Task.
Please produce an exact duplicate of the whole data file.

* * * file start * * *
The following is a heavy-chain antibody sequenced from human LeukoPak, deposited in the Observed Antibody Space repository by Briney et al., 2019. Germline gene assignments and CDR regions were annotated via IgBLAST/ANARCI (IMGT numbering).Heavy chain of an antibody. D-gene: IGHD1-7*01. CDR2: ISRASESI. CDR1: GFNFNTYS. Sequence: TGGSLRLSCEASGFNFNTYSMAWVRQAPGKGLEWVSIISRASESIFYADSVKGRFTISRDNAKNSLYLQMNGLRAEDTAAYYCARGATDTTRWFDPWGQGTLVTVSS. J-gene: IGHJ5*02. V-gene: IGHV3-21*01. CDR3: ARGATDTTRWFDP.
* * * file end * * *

The following is a heavy-chain antibody sequenced from human LeukoPak, deposited in the Observed Antibody Space repository by Briney et al., 2019. Germline gene assignments and CDR regions were annotated via IgBLAST/ANARCI (IMGT numbering).Heavy chain of an antibody. D-gene: IGHD1-7*01. CDR2: ISRASESI. CDR1: GFNFNTYS. Sequence: TGGSLRLSCEASGFNFNTYSMAWVRQAPGKGLEWVSIISRASESIFYADSVKGRFTISRDNAKNSLYLQMNGLRAEDTAAYYCARGATDTTRWFDPWGQGTLVTVSS. J-gene: IGHJ5*02. V-gene: IGHV3-21*01. CDR3: ARGATDTTRWFDP.